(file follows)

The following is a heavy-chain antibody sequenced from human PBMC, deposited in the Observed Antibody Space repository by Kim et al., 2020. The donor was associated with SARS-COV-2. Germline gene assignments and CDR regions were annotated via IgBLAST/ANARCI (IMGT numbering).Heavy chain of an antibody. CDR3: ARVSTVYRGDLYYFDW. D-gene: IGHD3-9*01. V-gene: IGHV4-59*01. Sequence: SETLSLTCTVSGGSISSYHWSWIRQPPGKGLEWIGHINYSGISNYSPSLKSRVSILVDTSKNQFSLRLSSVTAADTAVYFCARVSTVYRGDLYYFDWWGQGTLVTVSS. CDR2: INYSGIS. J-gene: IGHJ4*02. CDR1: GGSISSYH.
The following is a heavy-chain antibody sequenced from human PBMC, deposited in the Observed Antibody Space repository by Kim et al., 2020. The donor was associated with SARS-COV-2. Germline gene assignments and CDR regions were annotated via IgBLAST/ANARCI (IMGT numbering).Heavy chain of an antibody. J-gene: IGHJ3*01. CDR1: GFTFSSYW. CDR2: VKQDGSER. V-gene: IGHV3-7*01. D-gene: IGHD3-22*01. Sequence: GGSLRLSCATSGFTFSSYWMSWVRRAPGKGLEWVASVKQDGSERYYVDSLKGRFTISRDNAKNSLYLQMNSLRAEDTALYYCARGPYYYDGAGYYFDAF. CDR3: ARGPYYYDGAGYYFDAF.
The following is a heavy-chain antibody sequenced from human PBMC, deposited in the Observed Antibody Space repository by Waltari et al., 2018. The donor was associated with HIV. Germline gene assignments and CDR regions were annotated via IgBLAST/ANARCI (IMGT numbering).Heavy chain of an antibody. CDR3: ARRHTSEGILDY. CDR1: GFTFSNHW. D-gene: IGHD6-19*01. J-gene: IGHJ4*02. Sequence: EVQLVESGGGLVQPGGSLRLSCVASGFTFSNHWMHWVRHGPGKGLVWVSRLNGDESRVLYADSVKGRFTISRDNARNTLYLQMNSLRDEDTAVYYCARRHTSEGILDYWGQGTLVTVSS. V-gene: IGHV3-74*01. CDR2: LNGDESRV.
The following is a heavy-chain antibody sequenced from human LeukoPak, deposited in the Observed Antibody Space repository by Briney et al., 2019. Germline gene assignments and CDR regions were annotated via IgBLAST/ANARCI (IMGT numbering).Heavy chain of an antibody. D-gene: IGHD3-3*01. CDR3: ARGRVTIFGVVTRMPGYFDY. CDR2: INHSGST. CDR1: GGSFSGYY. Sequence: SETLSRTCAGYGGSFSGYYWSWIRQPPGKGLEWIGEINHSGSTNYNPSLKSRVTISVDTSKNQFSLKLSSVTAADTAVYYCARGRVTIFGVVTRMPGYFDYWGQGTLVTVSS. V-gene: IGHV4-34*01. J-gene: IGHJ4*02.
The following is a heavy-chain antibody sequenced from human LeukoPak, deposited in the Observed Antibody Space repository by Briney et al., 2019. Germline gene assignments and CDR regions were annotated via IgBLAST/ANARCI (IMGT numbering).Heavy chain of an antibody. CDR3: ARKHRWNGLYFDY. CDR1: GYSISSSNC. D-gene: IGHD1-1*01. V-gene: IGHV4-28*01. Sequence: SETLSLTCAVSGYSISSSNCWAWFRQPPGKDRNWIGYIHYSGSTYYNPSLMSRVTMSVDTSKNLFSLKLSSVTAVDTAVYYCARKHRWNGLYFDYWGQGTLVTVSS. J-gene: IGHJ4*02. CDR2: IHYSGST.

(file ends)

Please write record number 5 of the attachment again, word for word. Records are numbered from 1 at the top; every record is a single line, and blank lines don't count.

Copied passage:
The following is a heavy-chain antibody sequenced from human LeukoPak, deposited in the Observed Antibody Space repository by Briney et al., 2019. Germline gene assignments and CDR regions were annotated via IgBLAST/ANARCI (IMGT numbering).Heavy chain of an antibody. CDR3: ARKHRWNGLYFDY. CDR1: GYSISSSNC. D-gene: IGHD1-1*01. V-gene: IGHV4-28*01. Sequence: SETLSLTCAVSGYSISSSNCWAWFRQPPGKDRNWIGYIHYSGSTYYNPSLMSRVTMSVDTSKNLFSLKLSSVTAVDTAVYYCARKHRWNGLYFDYWGQGTLVTVSS. J-gene: IGHJ4*02. CDR2: IHYSGST.